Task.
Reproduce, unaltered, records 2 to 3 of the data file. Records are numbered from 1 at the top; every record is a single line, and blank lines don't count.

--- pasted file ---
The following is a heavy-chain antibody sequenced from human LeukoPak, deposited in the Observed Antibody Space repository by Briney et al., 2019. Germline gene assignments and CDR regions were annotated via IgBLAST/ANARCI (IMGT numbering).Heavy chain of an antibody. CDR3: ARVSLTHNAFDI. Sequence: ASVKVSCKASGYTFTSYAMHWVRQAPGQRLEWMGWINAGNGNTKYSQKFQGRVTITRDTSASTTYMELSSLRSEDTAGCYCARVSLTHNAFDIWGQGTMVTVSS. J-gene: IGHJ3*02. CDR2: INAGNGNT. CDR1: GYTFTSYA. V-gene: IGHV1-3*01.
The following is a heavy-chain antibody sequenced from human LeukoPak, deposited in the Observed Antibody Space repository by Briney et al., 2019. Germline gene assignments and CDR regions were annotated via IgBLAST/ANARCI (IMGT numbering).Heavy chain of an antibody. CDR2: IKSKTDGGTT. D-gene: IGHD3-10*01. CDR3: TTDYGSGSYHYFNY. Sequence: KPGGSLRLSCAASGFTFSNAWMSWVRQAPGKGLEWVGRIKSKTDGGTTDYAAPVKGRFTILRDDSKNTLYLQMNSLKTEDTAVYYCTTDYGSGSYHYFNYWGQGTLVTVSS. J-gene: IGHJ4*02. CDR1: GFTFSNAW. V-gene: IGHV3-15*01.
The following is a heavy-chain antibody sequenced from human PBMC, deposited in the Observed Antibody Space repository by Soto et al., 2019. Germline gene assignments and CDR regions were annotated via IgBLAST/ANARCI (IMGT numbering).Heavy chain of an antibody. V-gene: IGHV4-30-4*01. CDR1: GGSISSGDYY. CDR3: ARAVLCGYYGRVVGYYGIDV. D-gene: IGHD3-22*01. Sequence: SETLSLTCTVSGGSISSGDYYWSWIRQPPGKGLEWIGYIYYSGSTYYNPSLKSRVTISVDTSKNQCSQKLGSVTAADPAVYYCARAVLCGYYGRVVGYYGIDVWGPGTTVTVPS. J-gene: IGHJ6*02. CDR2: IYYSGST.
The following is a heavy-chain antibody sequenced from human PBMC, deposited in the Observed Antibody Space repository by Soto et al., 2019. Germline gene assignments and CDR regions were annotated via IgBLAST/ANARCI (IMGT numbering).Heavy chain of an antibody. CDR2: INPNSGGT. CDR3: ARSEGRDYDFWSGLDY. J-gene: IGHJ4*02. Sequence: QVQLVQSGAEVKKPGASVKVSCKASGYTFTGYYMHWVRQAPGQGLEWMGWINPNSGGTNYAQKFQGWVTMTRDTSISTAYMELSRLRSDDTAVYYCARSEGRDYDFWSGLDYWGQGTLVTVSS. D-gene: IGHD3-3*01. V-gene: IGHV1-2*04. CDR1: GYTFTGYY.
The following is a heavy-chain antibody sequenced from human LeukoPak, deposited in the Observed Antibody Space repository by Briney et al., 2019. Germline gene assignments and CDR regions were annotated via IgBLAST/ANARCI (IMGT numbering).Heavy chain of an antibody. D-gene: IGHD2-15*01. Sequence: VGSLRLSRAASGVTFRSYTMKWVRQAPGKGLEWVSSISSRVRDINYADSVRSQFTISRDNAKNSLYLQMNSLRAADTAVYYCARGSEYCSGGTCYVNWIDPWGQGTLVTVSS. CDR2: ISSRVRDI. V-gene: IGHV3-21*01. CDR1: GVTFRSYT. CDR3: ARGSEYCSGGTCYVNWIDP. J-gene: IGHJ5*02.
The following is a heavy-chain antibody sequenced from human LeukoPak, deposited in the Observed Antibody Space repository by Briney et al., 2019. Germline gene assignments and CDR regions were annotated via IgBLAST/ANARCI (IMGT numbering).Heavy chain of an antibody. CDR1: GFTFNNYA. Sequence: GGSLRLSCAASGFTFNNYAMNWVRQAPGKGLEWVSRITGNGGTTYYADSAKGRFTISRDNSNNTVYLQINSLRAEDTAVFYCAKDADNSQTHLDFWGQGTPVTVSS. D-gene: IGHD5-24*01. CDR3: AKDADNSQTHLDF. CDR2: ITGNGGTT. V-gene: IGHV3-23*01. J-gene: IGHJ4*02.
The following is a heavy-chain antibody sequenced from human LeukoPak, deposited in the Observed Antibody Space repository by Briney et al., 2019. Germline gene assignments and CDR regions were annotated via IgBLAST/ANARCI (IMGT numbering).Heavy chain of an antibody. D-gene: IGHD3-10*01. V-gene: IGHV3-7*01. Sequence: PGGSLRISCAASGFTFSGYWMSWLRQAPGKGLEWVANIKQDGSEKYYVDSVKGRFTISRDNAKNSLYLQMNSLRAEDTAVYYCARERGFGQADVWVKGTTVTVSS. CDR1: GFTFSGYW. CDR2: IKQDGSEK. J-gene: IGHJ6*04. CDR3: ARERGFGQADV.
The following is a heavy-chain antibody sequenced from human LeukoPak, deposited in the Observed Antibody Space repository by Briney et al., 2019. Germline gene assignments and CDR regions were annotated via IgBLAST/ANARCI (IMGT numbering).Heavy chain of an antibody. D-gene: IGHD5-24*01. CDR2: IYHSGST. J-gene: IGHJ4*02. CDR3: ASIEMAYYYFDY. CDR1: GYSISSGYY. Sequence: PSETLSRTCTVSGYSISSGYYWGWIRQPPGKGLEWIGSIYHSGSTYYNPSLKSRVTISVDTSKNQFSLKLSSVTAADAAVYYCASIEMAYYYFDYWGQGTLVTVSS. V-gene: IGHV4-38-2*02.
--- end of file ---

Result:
The following is a heavy-chain antibody sequenced from human LeukoPak, deposited in the Observed Antibody Space repository by Briney et al., 2019. Germline gene assignments and CDR regions were annotated via IgBLAST/ANARCI (IMGT numbering).Heavy chain of an antibody. CDR2: IKSKTDGGTT. D-gene: IGHD3-10*01. CDR3: TTDYGSGSYHYFNY. Sequence: KPGGSLRLSCAASGFTFSNAWMSWVRQAPGKGLEWVGRIKSKTDGGTTDYAAPVKGRFTILRDDSKNTLYLQMNSLKTEDTAVYYCTTDYGSGSYHYFNYWGQGTLVTVSS. J-gene: IGHJ4*02. CDR1: GFTFSNAW. V-gene: IGHV3-15*01.
The following is a heavy-chain antibody sequenced from human PBMC, deposited in the Observed Antibody Space repository by Soto et al., 2019. Germline gene assignments and CDR regions were annotated via IgBLAST/ANARCI (IMGT numbering).Heavy chain of an antibody. V-gene: IGHV4-30-4*01. CDR1: GGSISSGDYY. CDR3: ARAVLCGYYGRVVGYYGIDV. D-gene: IGHD3-22*01. Sequence: SETLSLTCTVSGGSISSGDYYWSWIRQPPGKGLEWIGYIYYSGSTYYNPSLKSRVTISVDTSKNQCSQKLGSVTAADPAVYYCARAVLCGYYGRVVGYYGIDVWGPGTTVTVPS. J-gene: IGHJ6*02. CDR2: IYYSGST.